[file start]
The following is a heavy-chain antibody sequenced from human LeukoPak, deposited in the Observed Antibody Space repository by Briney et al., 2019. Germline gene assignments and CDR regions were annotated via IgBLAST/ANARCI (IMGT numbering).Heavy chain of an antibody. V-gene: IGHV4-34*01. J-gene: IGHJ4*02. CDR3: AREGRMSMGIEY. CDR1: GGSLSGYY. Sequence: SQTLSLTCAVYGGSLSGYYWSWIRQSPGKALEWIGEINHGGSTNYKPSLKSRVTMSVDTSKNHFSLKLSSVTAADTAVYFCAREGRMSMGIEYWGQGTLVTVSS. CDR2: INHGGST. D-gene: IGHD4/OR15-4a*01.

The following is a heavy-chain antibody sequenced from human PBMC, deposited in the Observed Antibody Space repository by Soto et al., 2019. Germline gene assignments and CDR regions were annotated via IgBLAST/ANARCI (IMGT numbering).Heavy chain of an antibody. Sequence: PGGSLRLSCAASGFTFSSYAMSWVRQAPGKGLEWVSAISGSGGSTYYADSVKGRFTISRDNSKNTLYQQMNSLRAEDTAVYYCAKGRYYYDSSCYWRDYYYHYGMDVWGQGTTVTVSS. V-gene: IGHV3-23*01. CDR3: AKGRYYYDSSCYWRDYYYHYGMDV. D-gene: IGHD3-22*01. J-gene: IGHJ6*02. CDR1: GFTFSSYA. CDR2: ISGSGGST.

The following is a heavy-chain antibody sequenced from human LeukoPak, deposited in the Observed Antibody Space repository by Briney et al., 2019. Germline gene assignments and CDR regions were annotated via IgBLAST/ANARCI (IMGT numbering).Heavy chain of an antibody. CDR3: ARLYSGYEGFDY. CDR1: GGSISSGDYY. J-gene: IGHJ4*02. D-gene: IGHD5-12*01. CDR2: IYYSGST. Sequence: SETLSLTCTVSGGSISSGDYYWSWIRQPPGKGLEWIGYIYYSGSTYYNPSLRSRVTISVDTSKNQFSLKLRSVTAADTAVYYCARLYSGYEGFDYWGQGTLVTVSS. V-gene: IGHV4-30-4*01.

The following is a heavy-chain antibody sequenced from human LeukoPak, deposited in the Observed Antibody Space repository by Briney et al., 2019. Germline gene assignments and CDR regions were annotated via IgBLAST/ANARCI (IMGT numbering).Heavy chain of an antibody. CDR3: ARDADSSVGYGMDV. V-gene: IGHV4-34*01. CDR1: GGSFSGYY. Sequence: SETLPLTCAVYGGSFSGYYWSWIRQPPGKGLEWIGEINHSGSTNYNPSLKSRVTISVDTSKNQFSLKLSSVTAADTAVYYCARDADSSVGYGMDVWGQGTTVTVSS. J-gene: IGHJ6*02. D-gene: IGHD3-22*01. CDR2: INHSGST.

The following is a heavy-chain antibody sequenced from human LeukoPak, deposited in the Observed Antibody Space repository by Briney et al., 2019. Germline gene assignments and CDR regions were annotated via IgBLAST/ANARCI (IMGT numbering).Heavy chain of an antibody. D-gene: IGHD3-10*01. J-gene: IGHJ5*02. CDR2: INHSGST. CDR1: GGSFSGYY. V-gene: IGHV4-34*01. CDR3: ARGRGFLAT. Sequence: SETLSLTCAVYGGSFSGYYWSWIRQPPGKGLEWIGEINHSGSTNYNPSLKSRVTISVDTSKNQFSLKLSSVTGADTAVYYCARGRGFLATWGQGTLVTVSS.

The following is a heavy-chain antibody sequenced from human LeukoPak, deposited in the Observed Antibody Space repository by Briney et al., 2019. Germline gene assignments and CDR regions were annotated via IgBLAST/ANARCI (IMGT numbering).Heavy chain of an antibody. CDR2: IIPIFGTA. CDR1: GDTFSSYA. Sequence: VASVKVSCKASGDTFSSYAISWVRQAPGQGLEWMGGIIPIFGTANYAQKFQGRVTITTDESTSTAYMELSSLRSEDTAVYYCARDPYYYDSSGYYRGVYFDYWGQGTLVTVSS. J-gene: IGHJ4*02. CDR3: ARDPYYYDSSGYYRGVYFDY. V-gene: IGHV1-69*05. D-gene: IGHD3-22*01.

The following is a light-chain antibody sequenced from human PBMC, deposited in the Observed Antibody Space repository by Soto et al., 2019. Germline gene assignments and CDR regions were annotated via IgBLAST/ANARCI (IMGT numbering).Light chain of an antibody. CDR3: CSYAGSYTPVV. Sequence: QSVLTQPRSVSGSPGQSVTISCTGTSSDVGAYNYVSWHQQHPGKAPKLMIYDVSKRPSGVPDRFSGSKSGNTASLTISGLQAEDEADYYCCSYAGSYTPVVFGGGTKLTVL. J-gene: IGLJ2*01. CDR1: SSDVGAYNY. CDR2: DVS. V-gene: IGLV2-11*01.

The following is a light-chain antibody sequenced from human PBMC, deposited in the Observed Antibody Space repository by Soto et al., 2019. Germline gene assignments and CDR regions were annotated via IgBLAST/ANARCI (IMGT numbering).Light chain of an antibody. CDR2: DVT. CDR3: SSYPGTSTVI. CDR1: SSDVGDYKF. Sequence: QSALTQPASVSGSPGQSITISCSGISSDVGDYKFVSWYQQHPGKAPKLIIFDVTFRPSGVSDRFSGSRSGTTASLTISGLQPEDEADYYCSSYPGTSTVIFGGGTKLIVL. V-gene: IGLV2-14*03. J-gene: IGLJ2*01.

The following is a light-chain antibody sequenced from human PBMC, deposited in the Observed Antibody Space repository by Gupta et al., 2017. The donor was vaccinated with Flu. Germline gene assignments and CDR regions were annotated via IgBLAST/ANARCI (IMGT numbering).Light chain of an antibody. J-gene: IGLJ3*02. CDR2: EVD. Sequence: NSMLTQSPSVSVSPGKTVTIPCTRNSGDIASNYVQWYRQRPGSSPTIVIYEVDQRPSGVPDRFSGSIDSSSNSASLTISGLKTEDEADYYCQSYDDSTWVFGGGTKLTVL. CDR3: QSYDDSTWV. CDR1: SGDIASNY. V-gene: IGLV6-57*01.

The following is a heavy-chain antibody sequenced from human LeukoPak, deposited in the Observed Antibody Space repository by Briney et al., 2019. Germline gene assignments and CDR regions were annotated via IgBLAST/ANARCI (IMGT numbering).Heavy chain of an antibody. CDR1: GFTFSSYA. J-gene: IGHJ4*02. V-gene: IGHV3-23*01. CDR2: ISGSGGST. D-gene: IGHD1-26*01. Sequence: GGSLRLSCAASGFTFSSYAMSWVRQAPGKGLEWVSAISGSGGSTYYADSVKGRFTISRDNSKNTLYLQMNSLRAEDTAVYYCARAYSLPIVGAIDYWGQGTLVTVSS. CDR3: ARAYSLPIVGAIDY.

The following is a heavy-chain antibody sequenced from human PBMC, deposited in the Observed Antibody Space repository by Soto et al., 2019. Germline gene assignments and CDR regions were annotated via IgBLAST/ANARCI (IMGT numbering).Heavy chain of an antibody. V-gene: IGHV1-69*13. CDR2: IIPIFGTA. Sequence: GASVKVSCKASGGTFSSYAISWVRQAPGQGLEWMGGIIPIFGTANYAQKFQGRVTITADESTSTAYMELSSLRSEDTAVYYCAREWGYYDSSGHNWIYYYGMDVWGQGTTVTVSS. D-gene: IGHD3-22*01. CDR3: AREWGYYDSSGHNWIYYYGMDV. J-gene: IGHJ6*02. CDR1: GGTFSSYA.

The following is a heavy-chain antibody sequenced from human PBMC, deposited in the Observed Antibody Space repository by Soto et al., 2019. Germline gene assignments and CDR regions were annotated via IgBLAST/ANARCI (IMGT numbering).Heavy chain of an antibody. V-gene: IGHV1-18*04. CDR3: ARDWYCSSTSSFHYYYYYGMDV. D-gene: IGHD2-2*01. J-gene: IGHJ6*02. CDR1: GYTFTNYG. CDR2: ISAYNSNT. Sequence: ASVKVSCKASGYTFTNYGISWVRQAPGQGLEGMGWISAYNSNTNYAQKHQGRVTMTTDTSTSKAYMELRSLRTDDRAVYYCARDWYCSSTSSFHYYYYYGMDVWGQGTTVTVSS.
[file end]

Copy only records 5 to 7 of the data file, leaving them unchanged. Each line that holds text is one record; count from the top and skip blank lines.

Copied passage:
The following is a heavy-chain antibody sequenced from human LeukoPak, deposited in the Observed Antibody Space repository by Briney et al., 2019. Germline gene assignments and CDR regions were annotated via IgBLAST/ANARCI (IMGT numbering).Heavy chain of an antibody. D-gene: IGHD3-10*01. J-gene: IGHJ5*02. CDR2: INHSGST. CDR1: GGSFSGYY. V-gene: IGHV4-34*01. CDR3: ARGRGFLAT. Sequence: SETLSLTCAVYGGSFSGYYWSWIRQPPGKGLEWIGEINHSGSTNYNPSLKSRVTISVDTSKNQFSLKLSSVTGADTAVYYCARGRGFLATWGQGTLVTVSS.

The following is a heavy-chain antibody sequenced from human LeukoPak, deposited in the Observed Antibody Space repository by Briney et al., 2019. Germline gene assignments and CDR regions were annotated via IgBLAST/ANARCI (IMGT numbering).Heavy chain of an antibody. CDR2: IIPIFGTA. CDR1: GDTFSSYA. Sequence: VASVKVSCKASGDTFSSYAISWVRQAPGQGLEWMGGIIPIFGTANYAQKFQGRVTITTDESTSTAYMELSSLRSEDTAVYYCARDPYYYDSSGYYRGVYFDYWGQGTLVTVSS. J-gene: IGHJ4*02. CDR3: ARDPYYYDSSGYYRGVYFDY. V-gene: IGHV1-69*05. D-gene: IGHD3-22*01.

The following is a light-chain antibody sequenced from human PBMC, deposited in the Observed Antibody Space repository by Soto et al., 2019. Germline gene assignments and CDR regions were annotated via IgBLAST/ANARCI (IMGT numbering).Light chain of an antibody. CDR3: CSYAGSYTPVV. Sequence: QSVLTQPRSVSGSPGQSVTISCTGTSSDVGAYNYVSWHQQHPGKAPKLMIYDVSKRPSGVPDRFSGSKSGNTASLTISGLQAEDEADYYCCSYAGSYTPVVFGGGTKLTVL. J-gene: IGLJ2*01. CDR1: SSDVGAYNY. CDR2: DVS. V-gene: IGLV2-11*01.